Wagons have all of the features of the LX model, plus 15-inch alloy wheels, fog lights, rear spoiler, leather-wrapped steering wheel and shift knob, metal-grain interior trim, and metal pedals.
Besides the automatic transmission and upgraded brakes, options for the LX and Rio5 include a power package that adds power windows, power door locks with keyless entry, power/heated mirrors, and tweeter speakers for the audio system.
Kia, a subsidiary of South Korea's Hyundai, offers the same warranty found on Hyundai vehicles. It includes five years/60,000 miles bumper-to-bumper; 10 years/100,000 miles on the powertrain; and five years or 60,000 miles of roadside assistance.
Quick facts: 2006 Kia Rio/Rio5
The basics: South Korean automaker Kia has completely redesigned its subcompact Rio sedan and wagon for 2006, and renamed the wagon the Rio5 (it was the Cinco before). These cars now are roomier, slightly more powerful and have better fuel economy.
The powertrain: The only engine used is a new 1.6-liter inline four-cylinder with double-overhead cam and variable valve timing, rated at 110 horsepower and 107 foot-pounds of torque. A five-speed manual is standard, and a four-speed automatic is optional.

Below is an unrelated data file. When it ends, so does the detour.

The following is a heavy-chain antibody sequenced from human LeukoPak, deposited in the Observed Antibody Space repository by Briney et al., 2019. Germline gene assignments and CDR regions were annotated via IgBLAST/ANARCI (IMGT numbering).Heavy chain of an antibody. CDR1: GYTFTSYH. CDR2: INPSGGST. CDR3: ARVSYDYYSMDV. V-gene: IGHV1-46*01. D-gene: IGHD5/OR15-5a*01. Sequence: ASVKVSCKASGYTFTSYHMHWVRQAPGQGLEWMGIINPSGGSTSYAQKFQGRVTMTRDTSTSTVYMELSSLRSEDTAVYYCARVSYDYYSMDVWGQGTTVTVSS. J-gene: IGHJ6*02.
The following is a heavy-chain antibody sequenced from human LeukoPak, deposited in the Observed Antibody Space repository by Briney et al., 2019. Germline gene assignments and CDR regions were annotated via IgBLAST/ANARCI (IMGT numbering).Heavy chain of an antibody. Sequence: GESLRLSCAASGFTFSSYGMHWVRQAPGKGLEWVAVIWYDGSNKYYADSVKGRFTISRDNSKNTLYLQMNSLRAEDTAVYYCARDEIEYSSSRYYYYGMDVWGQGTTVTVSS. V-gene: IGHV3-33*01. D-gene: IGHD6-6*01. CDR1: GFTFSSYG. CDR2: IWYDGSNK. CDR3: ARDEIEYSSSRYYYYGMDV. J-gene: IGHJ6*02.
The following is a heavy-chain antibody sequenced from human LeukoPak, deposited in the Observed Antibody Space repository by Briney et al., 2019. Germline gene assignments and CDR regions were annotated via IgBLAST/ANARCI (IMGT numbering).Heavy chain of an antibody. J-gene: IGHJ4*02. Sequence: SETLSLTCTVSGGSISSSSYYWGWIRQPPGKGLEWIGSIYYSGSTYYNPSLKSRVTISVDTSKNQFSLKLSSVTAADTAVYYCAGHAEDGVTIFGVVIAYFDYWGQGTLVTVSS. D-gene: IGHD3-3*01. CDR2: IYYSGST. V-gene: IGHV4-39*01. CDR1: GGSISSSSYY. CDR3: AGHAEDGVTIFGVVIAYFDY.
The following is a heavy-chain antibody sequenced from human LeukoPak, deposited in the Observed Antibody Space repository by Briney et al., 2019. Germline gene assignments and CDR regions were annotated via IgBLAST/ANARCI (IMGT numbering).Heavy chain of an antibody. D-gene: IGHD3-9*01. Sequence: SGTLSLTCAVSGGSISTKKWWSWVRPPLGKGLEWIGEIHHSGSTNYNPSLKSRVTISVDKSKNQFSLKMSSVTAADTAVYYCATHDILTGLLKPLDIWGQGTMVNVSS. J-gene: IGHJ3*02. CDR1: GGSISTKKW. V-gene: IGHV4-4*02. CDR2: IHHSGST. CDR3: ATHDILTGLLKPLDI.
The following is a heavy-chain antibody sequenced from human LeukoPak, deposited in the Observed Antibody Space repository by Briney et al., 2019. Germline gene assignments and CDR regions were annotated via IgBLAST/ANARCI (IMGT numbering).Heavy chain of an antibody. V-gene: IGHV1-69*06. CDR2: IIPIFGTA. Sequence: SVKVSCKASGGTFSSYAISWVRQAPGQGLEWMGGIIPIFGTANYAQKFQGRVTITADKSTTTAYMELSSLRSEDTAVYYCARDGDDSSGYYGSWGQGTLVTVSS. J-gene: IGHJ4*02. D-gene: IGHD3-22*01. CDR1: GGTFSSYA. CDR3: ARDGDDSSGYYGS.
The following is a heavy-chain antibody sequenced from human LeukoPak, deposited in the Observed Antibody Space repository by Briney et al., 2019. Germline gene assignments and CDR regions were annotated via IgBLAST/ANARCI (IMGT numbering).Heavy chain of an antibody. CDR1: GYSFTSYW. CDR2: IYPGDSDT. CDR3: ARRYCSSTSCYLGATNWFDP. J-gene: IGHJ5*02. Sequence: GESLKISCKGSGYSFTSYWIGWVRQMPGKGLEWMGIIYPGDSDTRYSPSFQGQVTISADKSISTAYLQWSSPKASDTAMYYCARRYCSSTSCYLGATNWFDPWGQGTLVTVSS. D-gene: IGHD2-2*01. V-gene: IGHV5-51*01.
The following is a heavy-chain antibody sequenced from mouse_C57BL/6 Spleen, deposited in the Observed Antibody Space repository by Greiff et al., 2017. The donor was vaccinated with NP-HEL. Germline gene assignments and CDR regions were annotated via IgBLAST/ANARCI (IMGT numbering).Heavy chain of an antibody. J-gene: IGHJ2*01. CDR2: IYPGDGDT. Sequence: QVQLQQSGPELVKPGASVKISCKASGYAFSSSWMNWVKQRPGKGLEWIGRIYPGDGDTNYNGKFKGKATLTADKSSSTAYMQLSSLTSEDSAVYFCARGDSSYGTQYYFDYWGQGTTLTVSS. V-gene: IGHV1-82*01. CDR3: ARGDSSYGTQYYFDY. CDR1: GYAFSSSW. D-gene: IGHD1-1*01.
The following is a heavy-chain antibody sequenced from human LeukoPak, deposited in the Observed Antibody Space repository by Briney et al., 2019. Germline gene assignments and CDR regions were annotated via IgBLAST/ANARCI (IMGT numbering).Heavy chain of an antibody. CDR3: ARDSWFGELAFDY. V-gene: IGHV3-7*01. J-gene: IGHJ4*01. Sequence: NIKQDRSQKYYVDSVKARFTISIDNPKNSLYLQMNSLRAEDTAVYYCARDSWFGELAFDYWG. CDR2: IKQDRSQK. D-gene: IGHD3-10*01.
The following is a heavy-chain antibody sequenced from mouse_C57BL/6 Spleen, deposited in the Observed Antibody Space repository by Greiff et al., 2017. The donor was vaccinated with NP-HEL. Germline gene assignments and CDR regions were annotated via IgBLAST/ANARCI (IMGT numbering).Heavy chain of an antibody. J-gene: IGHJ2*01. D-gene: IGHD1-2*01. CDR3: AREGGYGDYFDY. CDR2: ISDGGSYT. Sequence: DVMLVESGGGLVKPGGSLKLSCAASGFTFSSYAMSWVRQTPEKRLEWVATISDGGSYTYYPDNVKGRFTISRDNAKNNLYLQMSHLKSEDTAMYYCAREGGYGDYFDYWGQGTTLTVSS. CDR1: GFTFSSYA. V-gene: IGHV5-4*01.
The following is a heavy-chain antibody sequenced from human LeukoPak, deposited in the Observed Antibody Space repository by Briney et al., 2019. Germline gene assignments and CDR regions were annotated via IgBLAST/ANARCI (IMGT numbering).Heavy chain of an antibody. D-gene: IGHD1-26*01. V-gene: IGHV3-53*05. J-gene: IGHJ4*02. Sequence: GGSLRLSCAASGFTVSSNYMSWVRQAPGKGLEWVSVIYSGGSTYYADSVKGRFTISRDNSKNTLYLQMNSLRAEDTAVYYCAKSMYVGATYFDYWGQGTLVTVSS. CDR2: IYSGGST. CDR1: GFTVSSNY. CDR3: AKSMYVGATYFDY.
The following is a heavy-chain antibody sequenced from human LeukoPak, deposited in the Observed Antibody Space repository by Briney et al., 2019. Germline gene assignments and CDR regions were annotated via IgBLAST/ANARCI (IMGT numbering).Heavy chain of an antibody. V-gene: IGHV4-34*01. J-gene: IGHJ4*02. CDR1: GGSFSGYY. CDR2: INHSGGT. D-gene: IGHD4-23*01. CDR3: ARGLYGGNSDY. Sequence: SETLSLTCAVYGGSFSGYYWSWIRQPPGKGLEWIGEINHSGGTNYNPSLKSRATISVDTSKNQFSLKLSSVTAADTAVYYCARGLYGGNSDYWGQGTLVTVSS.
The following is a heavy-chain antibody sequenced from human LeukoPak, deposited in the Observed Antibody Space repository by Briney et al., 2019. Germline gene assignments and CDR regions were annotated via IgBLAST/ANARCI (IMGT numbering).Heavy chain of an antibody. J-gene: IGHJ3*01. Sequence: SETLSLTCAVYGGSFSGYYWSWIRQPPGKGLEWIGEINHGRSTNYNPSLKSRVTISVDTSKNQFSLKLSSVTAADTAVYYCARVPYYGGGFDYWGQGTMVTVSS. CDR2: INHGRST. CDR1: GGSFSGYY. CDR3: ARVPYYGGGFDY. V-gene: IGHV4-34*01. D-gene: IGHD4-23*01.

Gas mileage: EPA ratings are 29 miles per gallon city/38 highway for the automatic models, and 32 city/35 highway for manual-gearbox versions. What they cost: Sedans begin at $11,110 and wagons at $14,040, including freight. The uplevel LX sedan is $12,985.
Accolades: The new Rio tied for first place among subcompact cars in the 2006 J.D. Power Initial Quality Study, which measures problems incurred during the first 90 days of ownership.
G. Chambers Williams III is staff automotive columnist for the San Antonio Express-News and former transportation writer for the Star-Telegram. His automotive columns have appeared regularly in the Star-Telegram since 1995. Contact him at (210) 250-3236; email@example.com.